Published Jan 01, 2006Open up the liner notes of Burnt By The Suns Soundtrack To The Personal Revolution (Relapse) and youll discover something revolutionary: each song is prefaced by a significant quote from a movie (Fight Club, Happy Gilmore, Trading Places, A Bronx Tale). I used films like Fight Club because people are familiar with them, explains front-man Michael Olender. I wanted to make the album relatable, as opposed to using a Spanish film that no ones seen.
Burnt By the Sun is trying to make their brand of revolution accessible. Continuing the New Jersey tradition of innovative metal/hardcore acts (Dillinger Escape Plan, Deadguy, Rorschach), BBTS had fans and label reps frothing, with only seven songs from two EPs in circulation last year. Featuring drum deity Dave Witte (Discordance Axis), their highly anticipated debut full-length packs manic tempo shifts, massive grindcore grooves and varied vocal assaults all set within a bed of lyrical content thats intelligent as it is vitriolic. The concept of the lyrics referring to a personal revolution actually working in the whole soundtrack theme together in a cinematic package worked out very well, observes Olender.
The revolution message is deeper, though: its about breaking out of the stereotypes that movies impose on us. Famke [named after Famke Janssen of X-Men and Goldeneye] relates to this illusion that people have where they get caught up in entertainment media to the point that they look at someone like Famke, in all her beauty and perfection, and set that as the standard in their lives. As the quote from Fight Club implies, youre slowly learning thats not the case.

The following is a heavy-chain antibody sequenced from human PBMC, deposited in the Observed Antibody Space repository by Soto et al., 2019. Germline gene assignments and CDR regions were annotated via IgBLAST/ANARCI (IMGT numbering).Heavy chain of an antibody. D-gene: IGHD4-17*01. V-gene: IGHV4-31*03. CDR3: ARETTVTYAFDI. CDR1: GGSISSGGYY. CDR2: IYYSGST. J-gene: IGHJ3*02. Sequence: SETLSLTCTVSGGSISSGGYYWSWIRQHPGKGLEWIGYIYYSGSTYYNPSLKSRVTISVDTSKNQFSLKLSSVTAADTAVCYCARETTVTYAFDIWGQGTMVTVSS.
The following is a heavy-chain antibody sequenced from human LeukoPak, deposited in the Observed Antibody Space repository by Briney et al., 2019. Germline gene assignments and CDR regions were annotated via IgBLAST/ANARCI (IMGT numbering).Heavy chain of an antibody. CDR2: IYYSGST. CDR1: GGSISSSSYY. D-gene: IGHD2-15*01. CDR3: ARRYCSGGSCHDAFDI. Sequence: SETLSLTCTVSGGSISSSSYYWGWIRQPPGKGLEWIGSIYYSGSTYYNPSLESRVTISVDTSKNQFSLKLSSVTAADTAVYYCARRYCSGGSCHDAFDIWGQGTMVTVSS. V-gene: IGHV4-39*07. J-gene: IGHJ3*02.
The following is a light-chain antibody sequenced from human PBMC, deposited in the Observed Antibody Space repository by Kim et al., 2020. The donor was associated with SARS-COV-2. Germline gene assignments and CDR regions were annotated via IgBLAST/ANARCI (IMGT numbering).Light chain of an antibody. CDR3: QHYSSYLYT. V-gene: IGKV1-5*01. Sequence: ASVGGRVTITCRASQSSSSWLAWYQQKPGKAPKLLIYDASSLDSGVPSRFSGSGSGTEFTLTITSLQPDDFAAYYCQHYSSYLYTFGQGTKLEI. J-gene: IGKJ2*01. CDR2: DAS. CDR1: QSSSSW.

Dow Jones And The Temple Of Doom takes a similar tack with a quote from activist author Howard Zinn. People work so hard to reach some kind of ideal for themselves, like having a nice furnished house or a car that looks better than their neighbours. Then theyll buy into this logic that well, since the Dow Jones average is going down, I must be totally and completely depressed. Everybodys freaking out like its the biggest event ever, but its largely irrelevant to the average person.
Olender is not a wannabe politician, however. You could look at Dow Jones and think, Okay, this person is saying materialisms bad, but actually I wrote the song after my girlfriend and I moved into a new apartment. We were out looking for a new couch and suddenly I found myself getting all stressed out: does everything match? We all need to enjoy life, but [materialism] is not going to make you happy.